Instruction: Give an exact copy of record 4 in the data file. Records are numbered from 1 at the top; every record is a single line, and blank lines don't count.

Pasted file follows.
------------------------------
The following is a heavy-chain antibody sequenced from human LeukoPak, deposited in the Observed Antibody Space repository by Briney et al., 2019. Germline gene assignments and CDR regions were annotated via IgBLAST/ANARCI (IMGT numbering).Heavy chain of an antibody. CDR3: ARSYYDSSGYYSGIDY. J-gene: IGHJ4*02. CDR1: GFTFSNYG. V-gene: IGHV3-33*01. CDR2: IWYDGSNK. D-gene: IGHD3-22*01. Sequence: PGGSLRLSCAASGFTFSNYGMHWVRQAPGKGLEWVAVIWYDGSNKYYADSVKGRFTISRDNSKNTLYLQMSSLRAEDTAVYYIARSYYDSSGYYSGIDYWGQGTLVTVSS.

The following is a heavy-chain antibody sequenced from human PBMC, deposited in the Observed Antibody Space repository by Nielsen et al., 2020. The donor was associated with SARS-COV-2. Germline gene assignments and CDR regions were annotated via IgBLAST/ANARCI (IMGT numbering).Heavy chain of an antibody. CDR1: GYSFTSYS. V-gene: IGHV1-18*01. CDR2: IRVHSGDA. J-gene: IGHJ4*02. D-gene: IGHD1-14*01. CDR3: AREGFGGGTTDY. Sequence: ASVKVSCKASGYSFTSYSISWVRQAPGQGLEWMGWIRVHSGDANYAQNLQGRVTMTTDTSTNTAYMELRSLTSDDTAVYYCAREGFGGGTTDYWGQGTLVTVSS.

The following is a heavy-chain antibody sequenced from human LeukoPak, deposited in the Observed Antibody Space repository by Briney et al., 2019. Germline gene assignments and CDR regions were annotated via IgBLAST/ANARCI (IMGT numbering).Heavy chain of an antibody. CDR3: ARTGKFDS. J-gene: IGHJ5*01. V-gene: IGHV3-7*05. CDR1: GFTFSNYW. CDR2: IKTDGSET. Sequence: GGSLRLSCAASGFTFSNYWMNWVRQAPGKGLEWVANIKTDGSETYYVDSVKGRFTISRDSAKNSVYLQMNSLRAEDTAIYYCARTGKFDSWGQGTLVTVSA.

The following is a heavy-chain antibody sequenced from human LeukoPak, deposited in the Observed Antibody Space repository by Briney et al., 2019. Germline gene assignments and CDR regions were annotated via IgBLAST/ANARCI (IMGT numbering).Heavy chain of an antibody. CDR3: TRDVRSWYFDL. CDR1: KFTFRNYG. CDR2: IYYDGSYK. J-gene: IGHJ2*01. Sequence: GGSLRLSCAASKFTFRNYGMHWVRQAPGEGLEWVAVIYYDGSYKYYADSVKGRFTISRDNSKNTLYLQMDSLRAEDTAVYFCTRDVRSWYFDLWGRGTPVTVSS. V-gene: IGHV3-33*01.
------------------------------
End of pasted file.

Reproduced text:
The following is a heavy-chain antibody sequenced from human LeukoPak, deposited in the Observed Antibody Space repository by Briney et al., 2019. Germline gene assignments and CDR regions were annotated via IgBLAST/ANARCI (IMGT numbering).Heavy chain of an antibody. CDR3: TRDVRSWYFDL. CDR1: KFTFRNYG. CDR2: IYYDGSYK. J-gene: IGHJ2*01. Sequence: GGSLRLSCAASKFTFRNYGMHWVRQAPGEGLEWVAVIYYDGSYKYYADSVKGRFTISRDNSKNTLYLQMDSLRAEDTAVYFCTRDVRSWYFDLWGRGTPVTVSS. V-gene: IGHV3-33*01.